Showing posts with label government. Show all posts
Showing posts with label government. Show all posts

Aug 4, 2012

Worldwide Country Bonds Overview

Country Bond Rates are decreasing. As global debt is still increasing, trust is declining. 'Counterparty Safe Cash'  is what's becoming more and more important. Prepare for getting used to negative interest rates!
BTW: If you can't hold your breath, go to the end of this blog and click one of the tabs to get an updated worldwide overview of actual country bond interest rates.

What's up?
Countries with a high inflation (e.g. Brazil, India, China) or countries (e.g. Portugal, Ireland, Spain) that can't control and therefore have to finance their increasing debt at high interest rates, still show optical interesting interest rates for investors... So it seems, as these relative high interest rates are in fact 'compensation for inflation' or 'hidden default premiums'.

And of course we have countries (e.g Greece), who's interest rates show that they have in fact gone broke.

Unfortunately non of the EU countries dares to pull the plug...  From a risk management perspective: Living in a nuclear financial death zone, apparently is a better option than pulling the trigger in the knowledge that not only your Greek brothers but also YOU will be 'financial dead' for sure.....

Still the Greeks get away with this non compliance strategy, let's call it:
Greek Risk Management

Last but not least we have the strong countries like Denmark and Germany with low interest rates. These countries have to carry and finance their weaker brothers short term. So it all comes down on cash and counterparty risk.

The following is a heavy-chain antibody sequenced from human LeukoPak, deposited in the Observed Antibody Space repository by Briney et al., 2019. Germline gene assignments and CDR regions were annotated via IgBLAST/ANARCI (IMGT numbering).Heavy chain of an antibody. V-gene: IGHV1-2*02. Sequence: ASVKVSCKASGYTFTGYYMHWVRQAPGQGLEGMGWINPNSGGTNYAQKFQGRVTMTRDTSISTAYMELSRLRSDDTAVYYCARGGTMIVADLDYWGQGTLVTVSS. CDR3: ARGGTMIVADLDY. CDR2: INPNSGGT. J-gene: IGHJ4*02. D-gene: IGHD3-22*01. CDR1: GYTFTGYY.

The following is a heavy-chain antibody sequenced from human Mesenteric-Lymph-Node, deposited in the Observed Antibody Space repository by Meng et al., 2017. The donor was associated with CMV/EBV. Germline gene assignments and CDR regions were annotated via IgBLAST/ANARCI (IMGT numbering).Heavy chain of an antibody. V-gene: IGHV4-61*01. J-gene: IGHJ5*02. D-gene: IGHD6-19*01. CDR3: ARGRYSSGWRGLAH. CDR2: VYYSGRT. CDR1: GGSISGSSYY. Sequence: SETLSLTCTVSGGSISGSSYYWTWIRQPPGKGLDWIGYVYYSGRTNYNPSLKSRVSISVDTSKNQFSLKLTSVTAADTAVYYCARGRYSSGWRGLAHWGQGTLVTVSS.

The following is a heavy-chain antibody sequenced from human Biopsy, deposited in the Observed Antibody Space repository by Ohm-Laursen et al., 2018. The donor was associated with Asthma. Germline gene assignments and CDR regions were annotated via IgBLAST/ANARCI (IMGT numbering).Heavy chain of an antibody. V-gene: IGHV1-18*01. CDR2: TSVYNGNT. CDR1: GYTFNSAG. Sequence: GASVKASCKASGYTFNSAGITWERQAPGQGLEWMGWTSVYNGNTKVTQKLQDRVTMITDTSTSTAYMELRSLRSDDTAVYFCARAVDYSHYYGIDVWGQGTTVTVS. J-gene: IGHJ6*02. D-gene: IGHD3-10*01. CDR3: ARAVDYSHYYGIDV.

The rhetorical question in this European business case is:
Can Germany finance a Europe that fails to restructure their debts in a sustainable way?

Country Bond Interest Rates in alphabetical order
Let's examine those interest rates as reported by Bloomberg, at the end of July 2012 in alphabetical order:

It's clear that country bonds interest rates vary widely across countries.

White spots in the table imply, there's no (Bloomberg) data available.

Let's bring some order in this bond-muddle, by ranking the countries on basis of their 10Y Bond yield.

Country Bond Interest Rates sorted by '10Y' Bond Rate

From the above chart it is clearly visible that
  • Germany, Denmark and The Netherlands already enter the negative interest rate zone for 1 and 2 year bonds.
  • Greece, with a phenomenal interest rate, is is completely burned up
  • The Eurozone is split up in good and bad performing countries
  • A strong, sustainable and relatively independent country like Switzerland has 'low short term', as well as 'low long term' interest rates.